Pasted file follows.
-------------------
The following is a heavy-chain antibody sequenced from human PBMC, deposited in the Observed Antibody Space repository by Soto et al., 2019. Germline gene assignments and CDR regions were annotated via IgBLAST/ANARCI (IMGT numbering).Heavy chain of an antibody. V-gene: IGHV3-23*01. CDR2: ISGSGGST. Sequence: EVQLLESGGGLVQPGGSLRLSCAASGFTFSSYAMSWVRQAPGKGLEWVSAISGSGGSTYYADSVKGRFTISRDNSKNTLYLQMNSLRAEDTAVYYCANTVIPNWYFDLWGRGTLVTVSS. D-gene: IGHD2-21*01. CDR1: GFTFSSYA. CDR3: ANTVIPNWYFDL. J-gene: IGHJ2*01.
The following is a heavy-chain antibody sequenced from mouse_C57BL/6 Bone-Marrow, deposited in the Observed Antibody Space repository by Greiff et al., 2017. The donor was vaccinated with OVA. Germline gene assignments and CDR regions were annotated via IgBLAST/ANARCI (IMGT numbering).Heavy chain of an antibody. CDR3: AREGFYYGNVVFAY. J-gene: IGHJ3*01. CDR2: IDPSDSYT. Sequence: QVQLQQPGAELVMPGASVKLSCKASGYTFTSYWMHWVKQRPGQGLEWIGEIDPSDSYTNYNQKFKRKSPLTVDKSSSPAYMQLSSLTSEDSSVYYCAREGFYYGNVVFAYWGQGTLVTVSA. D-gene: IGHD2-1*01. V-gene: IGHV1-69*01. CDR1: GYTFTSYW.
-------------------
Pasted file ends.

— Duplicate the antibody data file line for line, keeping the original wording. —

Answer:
The following is a heavy-chain antibody sequenced from human PBMC, deposited in the Observed Antibody Space repository by Soto et al., 2019. Germline gene assignments and CDR regions were annotated via IgBLAST/ANARCI (IMGT numbering).Heavy chain of an antibody. V-gene: IGHV3-23*01. CDR2: ISGSGGST. Sequence: EVQLLESGGGLVQPGGSLRLSCAASGFTFSSYAMSWVRQAPGKGLEWVSAISGSGGSTYYADSVKGRFTISRDNSKNTLYLQMNSLRAEDTAVYYCANTVIPNWYFDLWGRGTLVTVSS. D-gene: IGHD2-21*01. CDR1: GFTFSSYA. CDR3: ANTVIPNWYFDL. J-gene: IGHJ2*01.
The following is a heavy-chain antibody sequenced from mouse_C57BL/6 Bone-Marrow, deposited in the Observed Antibody Space repository by Greiff et al., 2017. The donor was vaccinated with OVA. Germline gene assignments and CDR regions were annotated via IgBLAST/ANARCI (IMGT numbering).Heavy chain of an antibody. CDR3: AREGFYYGNVVFAY. J-gene: IGHJ3*01. CDR2: IDPSDSYT. Sequence: QVQLQQPGAELVMPGASVKLSCKASGYTFTSYWMHWVKQRPGQGLEWIGEIDPSDSYTNYNQKFKRKSPLTVDKSSSPAYMQLSSLTSEDSSVYYCAREGFYYGNVVFAYWGQGTLVTVSA. D-gene: IGHD2-1*01. V-gene: IGHV1-69*01. CDR1: GYTFTSYW.